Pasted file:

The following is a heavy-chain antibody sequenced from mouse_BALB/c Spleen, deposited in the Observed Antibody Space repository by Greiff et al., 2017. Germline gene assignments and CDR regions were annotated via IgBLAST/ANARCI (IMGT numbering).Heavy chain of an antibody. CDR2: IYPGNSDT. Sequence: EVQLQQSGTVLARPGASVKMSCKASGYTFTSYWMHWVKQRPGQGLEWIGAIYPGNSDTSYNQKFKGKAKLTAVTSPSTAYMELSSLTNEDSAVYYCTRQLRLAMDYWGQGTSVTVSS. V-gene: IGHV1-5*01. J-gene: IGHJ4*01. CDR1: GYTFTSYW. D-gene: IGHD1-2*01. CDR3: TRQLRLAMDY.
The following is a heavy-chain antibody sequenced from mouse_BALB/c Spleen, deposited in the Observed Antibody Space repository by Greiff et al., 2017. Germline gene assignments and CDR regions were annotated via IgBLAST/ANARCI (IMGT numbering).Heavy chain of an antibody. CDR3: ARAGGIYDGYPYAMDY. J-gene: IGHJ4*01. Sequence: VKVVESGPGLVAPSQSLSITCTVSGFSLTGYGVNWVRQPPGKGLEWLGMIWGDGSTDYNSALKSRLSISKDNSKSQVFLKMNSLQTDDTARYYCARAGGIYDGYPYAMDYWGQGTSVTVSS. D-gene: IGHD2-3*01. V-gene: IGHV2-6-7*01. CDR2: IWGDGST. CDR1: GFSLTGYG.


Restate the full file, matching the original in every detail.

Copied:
The following is a heavy-chain antibody sequenced from mouse_BALB/c Spleen, deposited in the Observed Antibody Space repository by Greiff et al., 2017. Germline gene assignments and CDR regions were annotated via IgBLAST/ANARCI (IMGT numbering).Heavy chain of an antibody. CDR2: IYPGNSDT. Sequence: EVQLQQSGTVLARPGASVKMSCKASGYTFTSYWMHWVKQRPGQGLEWIGAIYPGNSDTSYNQKFKGKAKLTAVTSPSTAYMELSSLTNEDSAVYYCTRQLRLAMDYWGQGTSVTVSS. V-gene: IGHV1-5*01. J-gene: IGHJ4*01. CDR1: GYTFTSYW. D-gene: IGHD1-2*01. CDR3: TRQLRLAMDY.
The following is a heavy-chain antibody sequenced from mouse_BALB/c Spleen, deposited in the Observed Antibody Space repository by Greiff et al., 2017. Germline gene assignments and CDR regions were annotated via IgBLAST/ANARCI (IMGT numbering).Heavy chain of an antibody. CDR3: ARAGGIYDGYPYAMDY. J-gene: IGHJ4*01. Sequence: VKVVESGPGLVAPSQSLSITCTVSGFSLTGYGVNWVRQPPGKGLEWLGMIWGDGSTDYNSALKSRLSISKDNSKSQVFLKMNSLQTDDTARYYCARAGGIYDGYPYAMDYWGQGTSVTVSS. D-gene: IGHD2-3*01. V-gene: IGHV2-6-7*01. CDR2: IWGDGST. CDR1: GFSLTGYG.